THE PARTY AND THE COBAS
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The Party and the COBAS
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The recent succession of union struggles compels us to reaffirm our positions with regard to the COBAS and to the nationalist unions [those which defend the national, as opposed to working class interests], with the aim of dispelling a confusion which, outside the confines of the Party, reigns supreme.
Communists can only look favourably on the resumption of a class struggle which leaps the confining strictures set up by the opportunism of the official unions. One of the characteristics which distinguish the Party from all other organisations, including those which profess to appeal to the Communist Left tradition, is precisely the recognition of the need for the resurgence of the proletariat's organisms of immediate economic defence, without which any revolutionary perspective would be impossible. Our Party has long polemicised with those, like the German Communists of the K.A.P.D. and the Dutch Tribunists, who supported the creation of unions made up of Communists and sympathisers alone, through the abandonment by revolutionary workers of unions controlled by opportunists. These apparently radical postures are completely alien to the Marxist perspective based on dialectical and historical materialism, and spring from idealist conception according to which the proletariat should be driven to struggle by the desire to realise the Communist ideal: the cart of consciousness is thus put before the horse of physiological necessity. By way of proof we needn't bother Marx; the Enlightenment thinker Diderot will suffice:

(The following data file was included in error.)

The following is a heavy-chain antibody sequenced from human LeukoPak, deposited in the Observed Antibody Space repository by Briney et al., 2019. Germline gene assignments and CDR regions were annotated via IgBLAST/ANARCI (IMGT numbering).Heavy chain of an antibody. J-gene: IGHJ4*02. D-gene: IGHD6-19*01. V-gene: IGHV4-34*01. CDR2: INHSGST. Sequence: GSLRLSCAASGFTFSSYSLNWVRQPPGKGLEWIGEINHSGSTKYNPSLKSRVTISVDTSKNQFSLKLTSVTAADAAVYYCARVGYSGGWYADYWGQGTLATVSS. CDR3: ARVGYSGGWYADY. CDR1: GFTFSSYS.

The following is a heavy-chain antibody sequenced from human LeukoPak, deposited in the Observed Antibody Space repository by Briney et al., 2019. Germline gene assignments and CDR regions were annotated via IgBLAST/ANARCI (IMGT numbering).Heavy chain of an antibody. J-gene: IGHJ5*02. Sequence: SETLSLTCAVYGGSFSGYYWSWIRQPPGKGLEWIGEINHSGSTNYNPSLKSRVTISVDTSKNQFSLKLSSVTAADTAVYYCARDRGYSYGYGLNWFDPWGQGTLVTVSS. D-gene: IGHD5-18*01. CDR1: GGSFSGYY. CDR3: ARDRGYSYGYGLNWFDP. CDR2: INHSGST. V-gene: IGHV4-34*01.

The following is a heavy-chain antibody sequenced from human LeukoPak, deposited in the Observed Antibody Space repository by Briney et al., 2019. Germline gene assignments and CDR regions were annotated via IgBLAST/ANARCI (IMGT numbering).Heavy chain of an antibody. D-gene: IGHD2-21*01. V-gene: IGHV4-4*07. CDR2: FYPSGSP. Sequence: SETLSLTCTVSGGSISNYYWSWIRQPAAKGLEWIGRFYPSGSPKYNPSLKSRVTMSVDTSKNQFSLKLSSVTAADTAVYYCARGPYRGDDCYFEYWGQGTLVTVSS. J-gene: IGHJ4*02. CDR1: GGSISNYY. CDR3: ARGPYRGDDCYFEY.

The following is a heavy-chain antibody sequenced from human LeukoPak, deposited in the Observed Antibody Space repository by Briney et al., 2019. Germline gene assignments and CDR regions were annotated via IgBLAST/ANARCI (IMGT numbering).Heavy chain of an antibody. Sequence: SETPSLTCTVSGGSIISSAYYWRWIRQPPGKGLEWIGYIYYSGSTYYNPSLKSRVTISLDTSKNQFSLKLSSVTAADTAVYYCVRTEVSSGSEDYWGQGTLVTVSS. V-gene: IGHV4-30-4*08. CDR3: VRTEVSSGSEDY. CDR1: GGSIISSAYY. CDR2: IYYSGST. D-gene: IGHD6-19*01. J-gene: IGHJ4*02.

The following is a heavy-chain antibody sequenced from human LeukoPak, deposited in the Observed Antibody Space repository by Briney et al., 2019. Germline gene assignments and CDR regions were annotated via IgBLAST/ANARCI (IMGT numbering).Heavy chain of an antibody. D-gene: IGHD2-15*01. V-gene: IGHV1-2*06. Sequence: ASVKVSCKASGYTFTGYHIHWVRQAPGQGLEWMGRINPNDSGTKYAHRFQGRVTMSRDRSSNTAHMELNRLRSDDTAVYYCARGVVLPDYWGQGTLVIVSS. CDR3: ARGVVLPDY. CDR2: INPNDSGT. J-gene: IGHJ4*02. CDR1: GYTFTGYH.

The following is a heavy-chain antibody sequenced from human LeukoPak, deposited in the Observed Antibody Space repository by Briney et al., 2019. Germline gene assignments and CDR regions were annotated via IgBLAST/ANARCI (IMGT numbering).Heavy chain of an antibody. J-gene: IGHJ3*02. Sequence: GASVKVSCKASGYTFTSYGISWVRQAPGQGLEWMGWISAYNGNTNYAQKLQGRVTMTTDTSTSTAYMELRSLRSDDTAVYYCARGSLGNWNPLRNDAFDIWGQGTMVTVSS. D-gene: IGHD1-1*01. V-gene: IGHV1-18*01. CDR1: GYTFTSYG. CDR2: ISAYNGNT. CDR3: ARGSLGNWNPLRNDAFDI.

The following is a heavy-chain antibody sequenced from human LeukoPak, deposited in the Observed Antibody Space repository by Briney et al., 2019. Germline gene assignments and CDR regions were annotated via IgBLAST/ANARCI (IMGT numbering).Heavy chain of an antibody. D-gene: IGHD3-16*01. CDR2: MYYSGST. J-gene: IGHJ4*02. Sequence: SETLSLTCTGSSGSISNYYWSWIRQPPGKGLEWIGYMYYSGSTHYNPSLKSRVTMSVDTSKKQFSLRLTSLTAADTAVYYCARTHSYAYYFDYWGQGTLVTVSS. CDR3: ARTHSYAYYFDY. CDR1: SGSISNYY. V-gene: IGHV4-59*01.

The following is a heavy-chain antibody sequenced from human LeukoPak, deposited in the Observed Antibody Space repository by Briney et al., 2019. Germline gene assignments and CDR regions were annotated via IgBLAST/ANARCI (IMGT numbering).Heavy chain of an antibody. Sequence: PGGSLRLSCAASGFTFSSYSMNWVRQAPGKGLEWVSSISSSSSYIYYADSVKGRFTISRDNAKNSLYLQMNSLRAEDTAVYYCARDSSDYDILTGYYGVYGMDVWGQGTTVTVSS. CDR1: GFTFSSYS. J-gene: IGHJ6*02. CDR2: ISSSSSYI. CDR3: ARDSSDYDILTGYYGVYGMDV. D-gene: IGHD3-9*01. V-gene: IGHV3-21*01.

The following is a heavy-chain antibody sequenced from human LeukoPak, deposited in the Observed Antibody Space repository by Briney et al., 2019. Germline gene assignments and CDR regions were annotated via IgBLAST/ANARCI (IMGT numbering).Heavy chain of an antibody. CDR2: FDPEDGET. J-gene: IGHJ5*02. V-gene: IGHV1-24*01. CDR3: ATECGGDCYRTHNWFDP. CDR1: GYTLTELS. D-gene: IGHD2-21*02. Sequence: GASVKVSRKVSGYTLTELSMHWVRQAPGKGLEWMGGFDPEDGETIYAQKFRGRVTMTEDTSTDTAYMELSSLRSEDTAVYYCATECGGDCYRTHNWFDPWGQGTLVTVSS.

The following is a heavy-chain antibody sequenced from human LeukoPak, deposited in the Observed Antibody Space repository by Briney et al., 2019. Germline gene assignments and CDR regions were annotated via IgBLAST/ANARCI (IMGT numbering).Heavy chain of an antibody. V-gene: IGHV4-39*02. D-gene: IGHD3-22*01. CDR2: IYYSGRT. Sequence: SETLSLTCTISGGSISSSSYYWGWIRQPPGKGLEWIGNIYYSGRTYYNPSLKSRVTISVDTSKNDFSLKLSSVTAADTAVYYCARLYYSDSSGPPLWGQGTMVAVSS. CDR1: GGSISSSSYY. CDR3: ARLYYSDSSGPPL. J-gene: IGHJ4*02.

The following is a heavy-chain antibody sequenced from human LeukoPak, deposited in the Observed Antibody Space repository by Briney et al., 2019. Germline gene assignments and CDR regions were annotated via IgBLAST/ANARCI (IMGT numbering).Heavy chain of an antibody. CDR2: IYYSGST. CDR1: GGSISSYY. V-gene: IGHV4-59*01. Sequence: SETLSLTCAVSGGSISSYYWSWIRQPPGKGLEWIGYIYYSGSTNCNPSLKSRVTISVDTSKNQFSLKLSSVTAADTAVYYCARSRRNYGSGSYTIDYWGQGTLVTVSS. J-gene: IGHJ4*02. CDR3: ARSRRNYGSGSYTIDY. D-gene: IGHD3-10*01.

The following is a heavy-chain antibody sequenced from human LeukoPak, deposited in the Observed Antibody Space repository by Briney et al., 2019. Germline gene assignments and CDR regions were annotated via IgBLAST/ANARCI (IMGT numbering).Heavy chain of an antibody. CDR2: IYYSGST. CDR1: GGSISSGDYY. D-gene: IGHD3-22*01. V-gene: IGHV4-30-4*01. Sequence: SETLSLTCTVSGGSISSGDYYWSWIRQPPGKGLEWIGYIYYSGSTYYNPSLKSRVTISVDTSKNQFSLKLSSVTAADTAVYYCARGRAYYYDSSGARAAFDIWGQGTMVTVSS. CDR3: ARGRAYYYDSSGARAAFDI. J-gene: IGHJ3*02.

«If people are happy under their form of government they will conserve it. If they are unhappy, it will neither be my opinions, nor yours, but the impossibility of suffering further and longer which will induce them to change it.»
The party has always said that class struggles are born from the need to satisfy the immediate necessities of life and that class consciousness - without which we cannot really speak of class - lies at the end of the revolutionary process and not at the beginning. It's only in the Party that the inversion of praxis is found, and where we accordingly find consciousness at the origin of action.
The proletarian militants in the Party remained in the C.G.I.L. (1) from the immediate post-war period until 1975, not because they considered the G.G.I.L. a class union, but because it was considered as such by the near-totality of combative workers who belonged to it. In reality it had ceased to be a class union and was led by opportunists, as had been the case with the C.G.L. (2) in the first quarter of the century, and was just a national and patriotic union, a consequence of the division of the world between a Western empire centred in Washington and an Eastern empire centred in Moscow, both parts of the world empire of capital and of profit. Communists could not avoid working in that union given the unchanging Communist position, which tends to avoid the division among proletarian union organisms, and to work in any union, even if it is reactionary - given that there are combative proletarians in it and that it is possible to organise within it as a union fraction, and propagandise the positions of the Party amongst all the workers, who in the heat of the struggle are well able to choose between these positions and others.